Want a dictionary definition of 'high-achiever'? Meet Ryan Black, a former NFL player and surfer who went on holiday to Brazil in his early 20s in search of waves and came back with the germ of a business idea that is now worth more than $100m in retail sales. And he still hasn’t hit 40… Elaine Watson caught up with him to talk about Sambazon, super fruits and social justice.
Today, so-called ‘super’ fruits - from the Amazon or anywhere else - barely raise an eyebrow if they appear on the menu at a smoothie bar or in a juice blend in your local store.
But wind the clock back just 13 years, when Sambazon founder Ryan Black first checked out the local cuisine on a holiday in Brazil, and açai berries were most definitely not on the menu in hip juice bars - or anywhere else in the US - he recalls.
“I first tried them in Brazil in an açai bowl, a frozen sorbet-like concoction. But while they were an overnight phenomenon in the south of Brazil, no one had heard of them in the US.
“But they tasted great, and as soon as I found out about their nutritional properties I knew they had the potential to be a global success.”
The Starbucks of açai bowls??
Initially, Black - armed with a degree in finance and business administration from the University of Colorado - envisaged building “the Starbucks of açai bowls”: a chain of juice bars specializing in his Amazonian super fruit.
However, he soon realized that he didn’t want to go into the restaurant/retail trade, and instead changed tack to focus on creating a wholesale distribution business supplying frozen açai puree to juice bars.
At first, Black bought in frozen açai puree from manufacturers in Brazil, and focused on building up a customer base in the US. He also sold retail packs to natural food stores targeting consumers making juices and smoothies at home in their blenders.
As sales started to surge, however, he began to look more closely at where the wild-harvested fruit he was buying was actually coming from, and found a complex, inefficient web containing multiple middlemen and no standards.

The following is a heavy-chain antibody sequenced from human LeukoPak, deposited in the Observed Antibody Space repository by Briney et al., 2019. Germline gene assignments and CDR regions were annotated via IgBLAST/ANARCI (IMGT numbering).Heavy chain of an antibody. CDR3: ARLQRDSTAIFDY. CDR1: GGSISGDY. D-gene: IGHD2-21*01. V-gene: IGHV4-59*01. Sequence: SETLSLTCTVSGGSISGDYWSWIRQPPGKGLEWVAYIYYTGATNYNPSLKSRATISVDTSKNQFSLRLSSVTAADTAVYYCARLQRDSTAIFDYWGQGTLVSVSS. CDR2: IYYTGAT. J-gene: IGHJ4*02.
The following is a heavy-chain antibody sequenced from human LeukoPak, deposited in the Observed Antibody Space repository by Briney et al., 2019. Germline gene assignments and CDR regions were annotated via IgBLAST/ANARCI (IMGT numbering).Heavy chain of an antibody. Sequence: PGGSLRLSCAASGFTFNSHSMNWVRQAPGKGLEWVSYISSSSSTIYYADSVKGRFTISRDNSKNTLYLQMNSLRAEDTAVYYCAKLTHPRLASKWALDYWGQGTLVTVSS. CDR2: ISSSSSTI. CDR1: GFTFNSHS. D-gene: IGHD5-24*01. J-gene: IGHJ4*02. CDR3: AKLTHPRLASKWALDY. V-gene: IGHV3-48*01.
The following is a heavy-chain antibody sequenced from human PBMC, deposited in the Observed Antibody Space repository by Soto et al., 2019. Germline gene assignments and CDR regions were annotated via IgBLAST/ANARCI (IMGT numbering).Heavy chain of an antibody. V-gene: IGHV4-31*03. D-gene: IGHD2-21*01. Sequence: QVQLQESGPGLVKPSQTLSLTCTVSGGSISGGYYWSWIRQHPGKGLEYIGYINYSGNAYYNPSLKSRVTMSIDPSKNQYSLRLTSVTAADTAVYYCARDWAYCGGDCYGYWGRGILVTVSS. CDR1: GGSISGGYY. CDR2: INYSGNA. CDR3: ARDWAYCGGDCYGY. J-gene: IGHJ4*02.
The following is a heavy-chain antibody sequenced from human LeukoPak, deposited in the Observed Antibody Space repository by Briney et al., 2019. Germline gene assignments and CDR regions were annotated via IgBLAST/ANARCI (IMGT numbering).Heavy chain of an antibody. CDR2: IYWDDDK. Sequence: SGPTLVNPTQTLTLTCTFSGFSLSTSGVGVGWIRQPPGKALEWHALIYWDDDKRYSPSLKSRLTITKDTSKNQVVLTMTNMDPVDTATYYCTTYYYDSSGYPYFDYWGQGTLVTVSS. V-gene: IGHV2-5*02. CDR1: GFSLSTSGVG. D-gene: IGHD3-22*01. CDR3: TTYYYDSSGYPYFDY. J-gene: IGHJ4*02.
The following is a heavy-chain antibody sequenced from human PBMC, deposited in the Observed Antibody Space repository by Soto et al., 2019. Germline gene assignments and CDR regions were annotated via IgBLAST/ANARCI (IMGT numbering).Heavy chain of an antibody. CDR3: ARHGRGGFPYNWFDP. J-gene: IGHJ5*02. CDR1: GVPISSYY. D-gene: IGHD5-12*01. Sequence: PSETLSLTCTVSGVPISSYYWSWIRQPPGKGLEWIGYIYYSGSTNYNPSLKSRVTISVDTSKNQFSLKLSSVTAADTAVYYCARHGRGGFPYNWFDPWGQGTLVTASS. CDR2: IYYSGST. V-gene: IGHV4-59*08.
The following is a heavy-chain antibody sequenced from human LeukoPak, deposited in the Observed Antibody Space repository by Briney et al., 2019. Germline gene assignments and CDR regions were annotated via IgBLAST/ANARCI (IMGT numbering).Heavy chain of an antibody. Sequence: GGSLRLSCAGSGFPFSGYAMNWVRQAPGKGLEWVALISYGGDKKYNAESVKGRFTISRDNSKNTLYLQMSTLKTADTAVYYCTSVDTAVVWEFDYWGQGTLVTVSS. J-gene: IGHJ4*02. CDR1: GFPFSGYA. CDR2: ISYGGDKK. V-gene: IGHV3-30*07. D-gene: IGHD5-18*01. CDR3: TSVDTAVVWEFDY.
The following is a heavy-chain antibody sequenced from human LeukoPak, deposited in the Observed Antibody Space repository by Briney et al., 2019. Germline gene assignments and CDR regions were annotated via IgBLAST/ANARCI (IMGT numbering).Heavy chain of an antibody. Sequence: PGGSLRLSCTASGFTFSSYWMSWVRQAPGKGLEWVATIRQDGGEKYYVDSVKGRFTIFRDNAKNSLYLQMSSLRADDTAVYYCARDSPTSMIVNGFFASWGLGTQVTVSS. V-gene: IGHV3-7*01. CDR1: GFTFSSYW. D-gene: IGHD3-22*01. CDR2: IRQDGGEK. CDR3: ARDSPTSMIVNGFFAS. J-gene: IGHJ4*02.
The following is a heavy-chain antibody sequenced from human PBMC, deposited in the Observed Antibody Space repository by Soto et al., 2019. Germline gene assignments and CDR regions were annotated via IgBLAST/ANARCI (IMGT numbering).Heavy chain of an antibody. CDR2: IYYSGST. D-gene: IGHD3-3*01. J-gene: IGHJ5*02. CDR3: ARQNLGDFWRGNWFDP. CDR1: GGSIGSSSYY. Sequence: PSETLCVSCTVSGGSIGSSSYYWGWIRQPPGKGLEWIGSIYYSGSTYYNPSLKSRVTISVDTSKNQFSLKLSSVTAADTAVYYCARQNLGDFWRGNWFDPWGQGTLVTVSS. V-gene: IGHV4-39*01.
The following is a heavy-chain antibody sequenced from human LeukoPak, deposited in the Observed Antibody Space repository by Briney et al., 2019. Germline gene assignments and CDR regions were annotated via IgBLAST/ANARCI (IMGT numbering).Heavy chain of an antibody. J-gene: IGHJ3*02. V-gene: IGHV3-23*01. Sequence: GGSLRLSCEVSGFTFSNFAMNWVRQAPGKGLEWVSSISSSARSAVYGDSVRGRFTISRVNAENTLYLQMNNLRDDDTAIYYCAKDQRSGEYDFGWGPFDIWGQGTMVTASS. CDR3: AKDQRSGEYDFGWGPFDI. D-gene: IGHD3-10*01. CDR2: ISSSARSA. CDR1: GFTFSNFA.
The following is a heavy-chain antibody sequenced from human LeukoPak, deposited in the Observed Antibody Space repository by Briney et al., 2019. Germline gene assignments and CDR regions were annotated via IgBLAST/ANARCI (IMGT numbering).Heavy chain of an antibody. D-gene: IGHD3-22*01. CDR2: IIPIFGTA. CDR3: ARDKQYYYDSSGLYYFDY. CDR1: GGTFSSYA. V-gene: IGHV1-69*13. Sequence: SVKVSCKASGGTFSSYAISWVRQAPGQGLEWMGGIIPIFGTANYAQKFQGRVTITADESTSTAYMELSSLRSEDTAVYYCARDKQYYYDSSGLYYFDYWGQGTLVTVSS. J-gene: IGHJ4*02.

It soon became clear that the only way to ensure that everyone in the supply chain, particularly the farmers harvesting the berries, would get their fair share of any profits, was to get his hands dirty, stop relying on middlemen and build a vertically integrated operation, says Black.
“We wanted to have real transparency, to guarantee the origin of the berries, and certify the puree as organic and Fair Trade, so we had to build a direct relationship with the farmers.
“In 2005, we also built our own manufacturing facility in Brazil so we became completely vertically integrated.”
We’re not putting it in beer and shampoo
Things really took off in 2005/6 when the firm first introduced ready-to-drink beverages under the Sambazon brand and açai became a household name.
By this time, açai was established as a bona fide super fruit and retailer buyers were very receptive to new products in the juice aisle, says Black, who went on to develop a whole swath of açai -based consumer products from smoothies and powdered supplements to energy drinks, sorbets and smoothie packs.
In 2008/9, however, the berries became a victim of their own success, as con artists attempted to cash in on their super food status and market them as miracle weight loss pills.
And while a growing body of clinical evidence suggests the free-radical-scavenging berries can deliver exciting cardiovascular, anti-inflammatory and other benefits, they do not help you to lose weight, observes Black.
“Açai berries are the most nutritious of all the fruits coming out of the rain forest, with high levels of antioxidants and omega-3 fatty acids, and the science behind the health benefits is getting stronger and stronger. But they are not a wonder potion that will make you lose weight.
“Overall sales of açai actually dropped after the diet pills were exposed as a hoax. However, our business kept growing as I think people saw that we have always under promised and over delivered when it comes to açai . We’re not putting it in beer and shampoo. We’ve always had integrity.”
He adds: “It’s taken a long time to re-educate people, but we have kept going while others have jumped in and then fallen out of the market. We were the first to market and the last man standing.”
How to outwork everybody else
But why has Black succeeded where so many other entrepreneurs have failed - especially in the fiendishly competitive beverage market?
Lots of reasons, speculates Black, who still maintains that running Sambazon “never felt like a job”.
A touch of serendipity, a phenomenal product, good people around him (chiefly his brother Jeremy and a clutch of mentors in the natural foods space) and the support of angel investors willing to support the business certainly helped, he says.
However, hard work and determination have also played their part, says Black, who reckons his years playing competitive football have also given him the edge in business.
“It taught me how to be relentless, how to go the extra mile, how to outwork everybody else.
"However, while you could say I’m married to the business, I do try and keep perspective. It is just a business, and it’s not who you are, it’s what you do.”